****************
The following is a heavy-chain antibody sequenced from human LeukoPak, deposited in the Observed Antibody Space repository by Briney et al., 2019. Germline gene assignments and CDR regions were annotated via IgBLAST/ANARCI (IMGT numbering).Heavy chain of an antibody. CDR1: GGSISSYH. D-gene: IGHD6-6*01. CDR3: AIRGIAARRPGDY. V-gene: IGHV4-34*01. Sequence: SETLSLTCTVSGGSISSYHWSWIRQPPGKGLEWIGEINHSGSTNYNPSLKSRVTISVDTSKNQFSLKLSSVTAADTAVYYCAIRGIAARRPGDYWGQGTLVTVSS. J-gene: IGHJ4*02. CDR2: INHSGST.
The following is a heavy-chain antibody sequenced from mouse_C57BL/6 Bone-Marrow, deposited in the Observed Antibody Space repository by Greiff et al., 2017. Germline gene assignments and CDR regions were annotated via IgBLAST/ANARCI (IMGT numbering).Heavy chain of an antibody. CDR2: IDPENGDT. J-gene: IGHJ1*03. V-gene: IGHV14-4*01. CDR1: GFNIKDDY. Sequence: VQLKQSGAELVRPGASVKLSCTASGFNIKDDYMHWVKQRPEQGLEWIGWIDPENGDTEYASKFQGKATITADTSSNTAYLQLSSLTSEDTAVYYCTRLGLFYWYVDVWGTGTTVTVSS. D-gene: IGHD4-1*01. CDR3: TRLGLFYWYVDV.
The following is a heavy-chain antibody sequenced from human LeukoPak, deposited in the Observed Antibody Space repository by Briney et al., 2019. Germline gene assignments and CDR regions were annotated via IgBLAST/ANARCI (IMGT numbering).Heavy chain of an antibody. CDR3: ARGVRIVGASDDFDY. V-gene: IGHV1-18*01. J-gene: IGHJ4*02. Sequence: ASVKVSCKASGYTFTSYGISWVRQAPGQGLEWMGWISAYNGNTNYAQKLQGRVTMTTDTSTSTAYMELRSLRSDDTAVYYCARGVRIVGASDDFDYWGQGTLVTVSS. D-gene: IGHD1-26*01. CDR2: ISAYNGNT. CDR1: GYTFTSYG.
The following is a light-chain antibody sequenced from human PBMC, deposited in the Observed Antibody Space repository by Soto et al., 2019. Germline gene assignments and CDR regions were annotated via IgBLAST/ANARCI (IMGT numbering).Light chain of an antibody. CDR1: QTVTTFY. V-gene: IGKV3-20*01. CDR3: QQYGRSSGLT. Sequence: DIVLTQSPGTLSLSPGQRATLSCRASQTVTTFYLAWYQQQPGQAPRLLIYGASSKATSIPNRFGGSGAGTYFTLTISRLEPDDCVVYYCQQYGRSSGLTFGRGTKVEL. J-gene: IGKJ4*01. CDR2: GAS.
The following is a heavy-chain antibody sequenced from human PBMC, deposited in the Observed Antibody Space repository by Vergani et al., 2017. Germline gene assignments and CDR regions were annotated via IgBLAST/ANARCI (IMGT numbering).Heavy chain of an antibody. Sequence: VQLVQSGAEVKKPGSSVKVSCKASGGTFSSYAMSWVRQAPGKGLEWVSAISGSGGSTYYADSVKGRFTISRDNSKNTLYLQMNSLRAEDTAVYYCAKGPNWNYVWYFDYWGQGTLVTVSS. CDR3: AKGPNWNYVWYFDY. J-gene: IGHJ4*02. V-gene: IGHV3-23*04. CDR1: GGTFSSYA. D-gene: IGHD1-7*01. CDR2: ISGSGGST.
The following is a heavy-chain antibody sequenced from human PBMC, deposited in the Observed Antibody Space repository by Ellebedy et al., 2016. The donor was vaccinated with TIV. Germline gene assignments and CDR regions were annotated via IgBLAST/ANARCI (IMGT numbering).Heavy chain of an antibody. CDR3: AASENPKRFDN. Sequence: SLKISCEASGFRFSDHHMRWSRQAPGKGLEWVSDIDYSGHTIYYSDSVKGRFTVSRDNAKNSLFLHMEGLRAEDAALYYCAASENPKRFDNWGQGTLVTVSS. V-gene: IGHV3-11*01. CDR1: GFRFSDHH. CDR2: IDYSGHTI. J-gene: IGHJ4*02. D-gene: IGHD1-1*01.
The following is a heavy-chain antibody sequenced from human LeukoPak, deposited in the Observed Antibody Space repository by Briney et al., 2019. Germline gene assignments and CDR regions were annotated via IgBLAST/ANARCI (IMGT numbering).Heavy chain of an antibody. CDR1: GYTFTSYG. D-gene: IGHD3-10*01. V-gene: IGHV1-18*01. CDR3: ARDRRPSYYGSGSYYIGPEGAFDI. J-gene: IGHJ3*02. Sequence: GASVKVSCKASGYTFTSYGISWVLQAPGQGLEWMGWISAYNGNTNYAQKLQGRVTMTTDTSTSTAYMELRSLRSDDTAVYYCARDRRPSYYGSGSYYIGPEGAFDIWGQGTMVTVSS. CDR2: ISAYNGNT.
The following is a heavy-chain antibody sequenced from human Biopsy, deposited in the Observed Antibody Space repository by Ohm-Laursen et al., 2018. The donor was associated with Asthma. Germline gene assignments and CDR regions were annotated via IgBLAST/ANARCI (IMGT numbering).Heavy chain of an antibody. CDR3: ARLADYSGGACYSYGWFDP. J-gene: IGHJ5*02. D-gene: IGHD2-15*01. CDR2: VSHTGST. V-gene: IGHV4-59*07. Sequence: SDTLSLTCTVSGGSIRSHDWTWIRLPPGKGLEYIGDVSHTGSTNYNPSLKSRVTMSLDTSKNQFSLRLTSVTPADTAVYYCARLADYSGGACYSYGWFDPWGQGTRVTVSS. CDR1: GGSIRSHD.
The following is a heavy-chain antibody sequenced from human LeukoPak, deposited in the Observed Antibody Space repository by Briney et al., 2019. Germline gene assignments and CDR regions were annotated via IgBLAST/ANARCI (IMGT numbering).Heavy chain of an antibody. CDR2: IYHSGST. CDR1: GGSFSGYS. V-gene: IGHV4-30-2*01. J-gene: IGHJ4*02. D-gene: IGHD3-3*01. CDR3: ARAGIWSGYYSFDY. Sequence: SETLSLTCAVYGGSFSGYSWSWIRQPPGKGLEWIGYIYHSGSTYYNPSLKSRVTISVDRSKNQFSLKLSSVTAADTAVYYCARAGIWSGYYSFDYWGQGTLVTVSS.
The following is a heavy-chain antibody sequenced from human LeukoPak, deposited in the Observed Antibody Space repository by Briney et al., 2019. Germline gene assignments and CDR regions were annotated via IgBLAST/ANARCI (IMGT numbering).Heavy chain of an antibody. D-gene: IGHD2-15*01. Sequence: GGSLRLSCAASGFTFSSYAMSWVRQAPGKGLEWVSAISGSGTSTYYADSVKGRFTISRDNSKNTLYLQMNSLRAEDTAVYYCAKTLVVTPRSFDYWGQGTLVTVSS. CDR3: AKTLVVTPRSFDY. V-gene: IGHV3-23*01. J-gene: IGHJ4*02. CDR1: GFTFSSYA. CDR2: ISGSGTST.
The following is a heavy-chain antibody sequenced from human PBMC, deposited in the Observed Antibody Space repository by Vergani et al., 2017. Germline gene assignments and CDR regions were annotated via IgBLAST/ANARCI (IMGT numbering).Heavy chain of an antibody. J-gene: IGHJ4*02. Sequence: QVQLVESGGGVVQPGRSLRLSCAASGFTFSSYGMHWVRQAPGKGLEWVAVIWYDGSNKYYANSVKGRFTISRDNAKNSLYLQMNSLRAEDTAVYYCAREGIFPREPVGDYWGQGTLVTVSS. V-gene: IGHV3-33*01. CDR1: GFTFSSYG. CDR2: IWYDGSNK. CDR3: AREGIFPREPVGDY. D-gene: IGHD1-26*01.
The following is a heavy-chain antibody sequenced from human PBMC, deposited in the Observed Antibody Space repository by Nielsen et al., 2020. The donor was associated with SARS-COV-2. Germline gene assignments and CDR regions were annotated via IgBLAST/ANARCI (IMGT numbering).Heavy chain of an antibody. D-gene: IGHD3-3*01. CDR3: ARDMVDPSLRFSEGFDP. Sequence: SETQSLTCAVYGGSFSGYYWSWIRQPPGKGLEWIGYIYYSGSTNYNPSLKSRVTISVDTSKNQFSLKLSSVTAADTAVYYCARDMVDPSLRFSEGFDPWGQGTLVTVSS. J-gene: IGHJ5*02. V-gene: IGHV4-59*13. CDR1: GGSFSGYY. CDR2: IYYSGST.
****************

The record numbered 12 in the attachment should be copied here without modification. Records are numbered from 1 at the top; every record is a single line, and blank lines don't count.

The following is a heavy-chain antibody sequenced from human PBMC, deposited in the Observed Antibody Space repository by Nielsen et al., 2020. The donor was associated with SARS-COV-2. Germline gene assignments and CDR regions were annotated via IgBLAST/ANARCI (IMGT numbering).Heavy chain of an antibody. D-gene: IGHD3-3*01. CDR3: ARDMVDPSLRFSEGFDP. Sequence: SETQSLTCAVYGGSFSGYYWSWIRQPPGKGLEWIGYIYYSGSTNYNPSLKSRVTISVDTSKNQFSLKLSSVTAADTAVYYCARDMVDPSLRFSEGFDPWGQGTLVTVSS. J-gene: IGHJ5*02. V-gene: IGHV4-59*13. CDR1: GGSFSGYY. CDR2: IYYSGST.